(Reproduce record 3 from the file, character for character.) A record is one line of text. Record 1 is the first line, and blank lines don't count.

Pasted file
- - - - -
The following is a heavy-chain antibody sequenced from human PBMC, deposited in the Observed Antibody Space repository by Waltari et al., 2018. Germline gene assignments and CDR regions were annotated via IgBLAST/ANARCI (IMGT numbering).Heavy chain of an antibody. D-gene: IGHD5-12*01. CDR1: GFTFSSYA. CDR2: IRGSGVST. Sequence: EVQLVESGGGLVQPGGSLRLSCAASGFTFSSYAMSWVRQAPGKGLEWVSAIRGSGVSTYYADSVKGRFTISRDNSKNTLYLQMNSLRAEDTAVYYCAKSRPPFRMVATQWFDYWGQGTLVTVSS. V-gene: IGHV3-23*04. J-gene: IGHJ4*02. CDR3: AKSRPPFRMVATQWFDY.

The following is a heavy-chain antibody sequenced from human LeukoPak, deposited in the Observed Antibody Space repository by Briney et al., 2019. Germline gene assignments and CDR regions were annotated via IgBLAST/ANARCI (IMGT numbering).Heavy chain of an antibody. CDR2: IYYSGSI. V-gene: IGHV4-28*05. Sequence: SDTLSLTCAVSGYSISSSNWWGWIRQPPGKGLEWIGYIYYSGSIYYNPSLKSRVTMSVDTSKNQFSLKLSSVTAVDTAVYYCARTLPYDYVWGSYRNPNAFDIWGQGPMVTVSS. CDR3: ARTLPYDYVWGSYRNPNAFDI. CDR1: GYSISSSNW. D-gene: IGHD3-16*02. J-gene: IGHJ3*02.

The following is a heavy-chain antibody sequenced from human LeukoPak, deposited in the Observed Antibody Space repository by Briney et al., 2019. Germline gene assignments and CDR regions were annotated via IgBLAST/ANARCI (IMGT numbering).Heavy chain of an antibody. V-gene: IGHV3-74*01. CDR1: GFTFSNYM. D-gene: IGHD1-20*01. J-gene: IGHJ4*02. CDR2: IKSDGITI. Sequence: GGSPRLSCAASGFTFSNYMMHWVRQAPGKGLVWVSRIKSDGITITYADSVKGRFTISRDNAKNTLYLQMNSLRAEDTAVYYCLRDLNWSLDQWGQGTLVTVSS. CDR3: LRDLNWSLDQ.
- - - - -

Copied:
The following is a heavy-chain antibody sequenced from human LeukoPak, deposited in the Observed Antibody Space repository by Briney et al., 2019. Germline gene assignments and CDR regions were annotated via IgBLAST/ANARCI (IMGT numbering).Heavy chain of an antibody. V-gene: IGHV3-74*01. CDR1: GFTFSNYM. D-gene: IGHD1-20*01. J-gene: IGHJ4*02. CDR2: IKSDGITI. Sequence: GGSPRLSCAASGFTFSNYMMHWVRQAPGKGLVWVSRIKSDGITITYADSVKGRFTISRDNAKNTLYLQMNSLRAEDTAVYYCLRDLNWSLDQWGQGTLVTVSS. CDR3: LRDLNWSLDQ.